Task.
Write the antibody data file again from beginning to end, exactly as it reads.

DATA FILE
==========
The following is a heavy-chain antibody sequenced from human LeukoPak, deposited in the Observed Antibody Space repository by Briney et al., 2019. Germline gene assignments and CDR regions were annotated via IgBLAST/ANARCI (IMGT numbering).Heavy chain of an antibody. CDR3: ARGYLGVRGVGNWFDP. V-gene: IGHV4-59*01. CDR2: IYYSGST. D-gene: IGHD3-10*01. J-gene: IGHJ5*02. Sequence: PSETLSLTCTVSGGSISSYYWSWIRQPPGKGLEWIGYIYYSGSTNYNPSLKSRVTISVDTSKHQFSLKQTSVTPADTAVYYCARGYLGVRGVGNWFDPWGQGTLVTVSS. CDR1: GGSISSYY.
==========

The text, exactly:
The following is a heavy-chain antibody sequenced from human LeukoPak, deposited in the Observed Antibody Space repository by Briney et al., 2019. Germline gene assignments and CDR regions were annotated via IgBLAST/ANARCI (IMGT numbering).Heavy chain of an antibody. CDR3: ARGYLGVRGVGNWFDP. V-gene: IGHV4-59*01. CDR2: IYYSGST. D-gene: IGHD3-10*01. J-gene: IGHJ5*02. Sequence: PSETLSLTCTVSGGSISSYYWSWIRQPPGKGLEWIGYIYYSGSTNYNPSLKSRVTISVDTSKHQFSLKQTSVTPADTAVYYCARGYLGVRGVGNWFDPWGQGTLVTVSS. CDR1: GGSISSYY.